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Case Reports in Medicine
Volume 2013 (2013), Article ID 903546, 3 pages
http://dx.doi.org/10.1155/2013/903546
Case Report

Late-Onset Ornithine Carbamoyltransferase Deficiency Accompanying Acute Pancreatitis and Hyperammonemia

1Department of Clinical Emergencies, LIM 51, University of São Paulo School of Medicine, Rua Peixoto Gomide, 515 Conjunto 134, 01409-001 Bela Vista, SP, Brazil
2Department of Gastroenterology, Digestive Surgery Division, University of São Paulo School of Medicine, Avenida Doutor Enéas de Carvalho Aguiar 255, Instituto Central, 9° Andar, Sala 9074, 05403-900 Cerqueira Cesar, SP, Brazil

Received 16 June 2013; Accepted 31 July 2013

Academic Editor: Piotr K. Janicki

Copyright © 2013 Marcel Cerqueira Cesar Machado et al. This is an open access article distributed under the Creative Commons Attribution License, which permits unrestricted use, distribution, and reproduction in any medium, provided the original work is properly cited.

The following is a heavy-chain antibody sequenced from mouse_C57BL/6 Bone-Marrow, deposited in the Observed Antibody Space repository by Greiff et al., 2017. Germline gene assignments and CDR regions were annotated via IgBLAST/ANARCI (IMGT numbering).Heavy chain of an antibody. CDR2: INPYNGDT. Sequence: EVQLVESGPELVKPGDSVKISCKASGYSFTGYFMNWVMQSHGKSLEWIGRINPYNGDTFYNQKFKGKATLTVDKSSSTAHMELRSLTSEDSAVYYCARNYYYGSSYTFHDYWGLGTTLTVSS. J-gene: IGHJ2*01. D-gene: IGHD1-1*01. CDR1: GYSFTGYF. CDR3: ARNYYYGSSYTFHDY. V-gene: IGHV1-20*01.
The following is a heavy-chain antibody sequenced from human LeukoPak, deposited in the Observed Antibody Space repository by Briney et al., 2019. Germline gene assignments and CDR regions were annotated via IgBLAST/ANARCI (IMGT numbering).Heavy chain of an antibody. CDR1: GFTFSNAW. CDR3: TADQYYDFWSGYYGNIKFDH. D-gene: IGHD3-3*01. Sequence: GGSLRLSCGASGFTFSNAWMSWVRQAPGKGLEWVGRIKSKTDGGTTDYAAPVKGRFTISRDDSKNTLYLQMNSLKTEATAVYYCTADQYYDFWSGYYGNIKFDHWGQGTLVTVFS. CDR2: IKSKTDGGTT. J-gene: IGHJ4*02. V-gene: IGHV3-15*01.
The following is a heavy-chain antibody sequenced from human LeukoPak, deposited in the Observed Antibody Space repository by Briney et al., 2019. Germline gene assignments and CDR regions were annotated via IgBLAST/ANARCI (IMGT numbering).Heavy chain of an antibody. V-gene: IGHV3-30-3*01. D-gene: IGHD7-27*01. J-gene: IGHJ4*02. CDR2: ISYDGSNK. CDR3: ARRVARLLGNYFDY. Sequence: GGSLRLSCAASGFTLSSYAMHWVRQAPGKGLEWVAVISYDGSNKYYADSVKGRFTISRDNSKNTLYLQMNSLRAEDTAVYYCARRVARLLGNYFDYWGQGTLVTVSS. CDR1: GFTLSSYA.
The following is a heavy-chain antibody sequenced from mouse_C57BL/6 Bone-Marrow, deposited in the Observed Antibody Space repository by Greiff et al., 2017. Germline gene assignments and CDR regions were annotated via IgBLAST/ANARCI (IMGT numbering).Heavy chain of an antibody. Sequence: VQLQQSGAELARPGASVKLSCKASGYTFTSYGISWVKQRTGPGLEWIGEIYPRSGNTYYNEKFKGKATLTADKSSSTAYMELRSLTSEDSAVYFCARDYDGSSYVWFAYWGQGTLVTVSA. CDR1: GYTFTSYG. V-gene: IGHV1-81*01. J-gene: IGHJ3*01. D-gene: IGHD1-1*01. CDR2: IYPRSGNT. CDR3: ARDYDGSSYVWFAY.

Abstract

Hyperammonemia related to urea cycle disorders is a rare cause of potentially fatal encephalopathy that is encountered in intensive care units (ICUs). Left undiagnosed, this condition may manifest irreversible neuronal damage. However, timely diagnosis and treatment initiation can be facilitated simply by increased awareness of the ICU staff. Here, we describe a patient with acute severe pancreatitis who developed hyperammonemia and encephalopathy without liver disease. Urea cycle disorder was suspected and hemodialysis was initiated. Following reduction of ammonia levels, subsequent treatment included protein restriction and administration of arginine and sodium benzoate. The patient was discharged to home after 47 days with plasma ammonia within normal range and without neurological symptoms. In clinical care settings, patients with neurological symptoms unexplained by the present illness should be assessed for serum ammonia levels to disclose any urea cycle disorders to initiate timely treatment and improve outcome.